Gordon also alleges that Schwehr retaliated against him by submitting a false misbehavior report on January 28, 2015. With respect to this claim, Gordon filed a Step 1 grievance on January 30, 2015, to which the response was that he could not grieve an “incident” report and that the report had yet to be heard. (Doc. No. 67-14, p. 77). It appears this response was incorrect. While under the NDSP's grievance policy a grievance cannot be taken challenging the outcome of a disciplinary hearing (since that has its own procedures for review), a grievance can be lodged for any alleged act of retaliation purportedly taken on account of the prisoner having previously filed a grievance against the person engaging in the alleged retaliatory conduct. If the evidence here was that Gordon had stopped at that point in reliance upon what he was told, then Schwehr, arguably, would have no defense based on a failure to exhaust this claim. See, e.g., Brown v. Croak, 312 F.3d 109, 110-13 (3d Cir. 2010). But, in this case, Gordon claims he did provide his case manager with a Step 2 grievance, which reflects he was not misled. But again, the administrative record filed here contains no Step 2 grievance and Gordon has not provided any other evidence (such as a copy of the Step 2 grievance) that supports his claim that he provided one to his case manager.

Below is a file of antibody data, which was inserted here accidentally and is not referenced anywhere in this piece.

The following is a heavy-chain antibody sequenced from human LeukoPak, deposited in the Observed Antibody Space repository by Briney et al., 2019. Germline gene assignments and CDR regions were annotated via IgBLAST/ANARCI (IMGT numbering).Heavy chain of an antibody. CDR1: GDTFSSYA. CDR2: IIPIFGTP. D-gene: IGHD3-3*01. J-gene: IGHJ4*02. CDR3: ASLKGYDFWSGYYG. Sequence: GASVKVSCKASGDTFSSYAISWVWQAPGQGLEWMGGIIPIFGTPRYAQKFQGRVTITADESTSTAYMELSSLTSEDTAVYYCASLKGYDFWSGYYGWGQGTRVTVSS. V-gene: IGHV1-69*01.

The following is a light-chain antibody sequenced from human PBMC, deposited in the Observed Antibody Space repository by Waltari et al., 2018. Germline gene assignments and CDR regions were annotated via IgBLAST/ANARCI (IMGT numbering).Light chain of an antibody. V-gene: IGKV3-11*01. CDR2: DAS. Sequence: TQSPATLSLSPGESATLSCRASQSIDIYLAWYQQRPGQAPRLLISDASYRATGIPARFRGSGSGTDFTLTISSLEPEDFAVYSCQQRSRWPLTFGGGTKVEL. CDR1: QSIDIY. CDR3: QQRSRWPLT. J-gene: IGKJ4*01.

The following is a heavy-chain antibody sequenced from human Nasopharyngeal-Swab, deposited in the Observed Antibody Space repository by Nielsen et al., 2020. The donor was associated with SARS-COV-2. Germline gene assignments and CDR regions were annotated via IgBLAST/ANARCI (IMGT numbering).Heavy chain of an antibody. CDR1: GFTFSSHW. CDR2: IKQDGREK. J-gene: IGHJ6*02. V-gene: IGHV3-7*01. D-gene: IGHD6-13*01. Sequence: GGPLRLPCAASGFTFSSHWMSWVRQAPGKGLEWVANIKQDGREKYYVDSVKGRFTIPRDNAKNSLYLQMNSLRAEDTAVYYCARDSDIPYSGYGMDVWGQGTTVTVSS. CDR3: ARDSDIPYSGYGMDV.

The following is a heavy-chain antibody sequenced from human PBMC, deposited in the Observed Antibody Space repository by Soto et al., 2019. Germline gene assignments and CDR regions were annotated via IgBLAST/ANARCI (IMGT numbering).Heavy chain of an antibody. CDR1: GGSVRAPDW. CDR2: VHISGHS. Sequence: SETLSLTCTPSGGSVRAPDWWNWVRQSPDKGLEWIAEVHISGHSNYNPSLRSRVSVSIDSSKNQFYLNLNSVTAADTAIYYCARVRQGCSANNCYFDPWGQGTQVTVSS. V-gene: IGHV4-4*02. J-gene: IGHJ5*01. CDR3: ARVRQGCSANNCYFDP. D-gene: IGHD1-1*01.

Generally speaking, if there are fact issues that need to be decided in order to resolve a failure-to-exhaust defense, the court must conduct further proceedings, including possibly holding an evidentiary hearing. See, e.g., Small v. Camden County, 728 F.3d 265, 269-71 (3d Cir. 2013); Pavey v. Conley, 544 F.3d 739, 740-42 (7th Cir. 2008); Chelette v. Harris, 229 F.3d 684, 688 (concluding that the procedures outlined in Osborn v. United States, 918 F.2d 724, 729-30 (8th Cir. 1990) for resolving disputed facts over subject matter jurisdiction apply to resolution of failure-to-exhaust issues). In this case, however, there is no need for further proceedings. As noted above, Gordon claims he gave his case manager the filings required for the completion of the administrative exhaustion of his retaliation claims, but the only evidence of this are his own self-serving statements. In this case, this is not enough given: (1) the evidence marshaled by the defendants that the claimed filings were never made; and (2) Gordon's failure to proffer any contrary evidence.

         In conclusion, defendants Flanagan, Stromme, Wald, Thuerer, Kulman, Belisle, Schwehr, and Helgeson are all entitled to dismissal of the claims brought against them based upon Gordon's failure to exhaust his administrative remedies as required by 42 U.S.C. § 1997e(a). The dismissal ...